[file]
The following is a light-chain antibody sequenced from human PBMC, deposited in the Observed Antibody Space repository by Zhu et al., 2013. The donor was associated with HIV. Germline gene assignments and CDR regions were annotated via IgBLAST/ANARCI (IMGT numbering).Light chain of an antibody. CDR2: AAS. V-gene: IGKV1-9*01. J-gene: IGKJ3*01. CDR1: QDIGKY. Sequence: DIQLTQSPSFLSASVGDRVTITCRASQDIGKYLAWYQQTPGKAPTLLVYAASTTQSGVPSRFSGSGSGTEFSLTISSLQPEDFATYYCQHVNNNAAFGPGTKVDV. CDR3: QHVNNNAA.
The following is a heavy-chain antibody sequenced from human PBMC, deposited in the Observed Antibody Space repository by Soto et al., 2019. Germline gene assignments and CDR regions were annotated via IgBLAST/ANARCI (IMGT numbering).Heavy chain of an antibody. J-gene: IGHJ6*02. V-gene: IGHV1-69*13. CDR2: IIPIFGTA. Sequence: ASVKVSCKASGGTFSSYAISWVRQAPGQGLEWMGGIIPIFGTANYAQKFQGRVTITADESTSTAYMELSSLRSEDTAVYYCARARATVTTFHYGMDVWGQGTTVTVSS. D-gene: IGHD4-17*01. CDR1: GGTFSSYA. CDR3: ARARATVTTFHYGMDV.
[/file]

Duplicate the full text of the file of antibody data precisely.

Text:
The following is a light-chain antibody sequenced from human PBMC, deposited in the Observed Antibody Space repository by Zhu et al., 2013. The donor was associated with HIV. Germline gene assignments and CDR regions were annotated via IgBLAST/ANARCI (IMGT numbering).Light chain of an antibody. CDR2: AAS. V-gene: IGKV1-9*01. J-gene: IGKJ3*01. CDR1: QDIGKY. Sequence: DIQLTQSPSFLSASVGDRVTITCRASQDIGKYLAWYQQTPGKAPTLLVYAASTTQSGVPSRFSGSGSGTEFSLTISSLQPEDFATYYCQHVNNNAAFGPGTKVDV. CDR3: QHVNNNAA.
The following is a heavy-chain antibody sequenced from human PBMC, deposited in the Observed Antibody Space repository by Soto et al., 2019. Germline gene assignments and CDR regions were annotated via IgBLAST/ANARCI (IMGT numbering).Heavy chain of an antibody. J-gene: IGHJ6*02. V-gene: IGHV1-69*13. CDR2: IIPIFGTA. Sequence: ASVKVSCKASGGTFSSYAISWVRQAPGQGLEWMGGIIPIFGTANYAQKFQGRVTITADESTSTAYMELSSLRSEDTAVYYCARARATVTTFHYGMDVWGQGTTVTVSS. D-gene: IGHD4-17*01. CDR1: GGTFSSYA. CDR3: ARARATVTTFHYGMDV.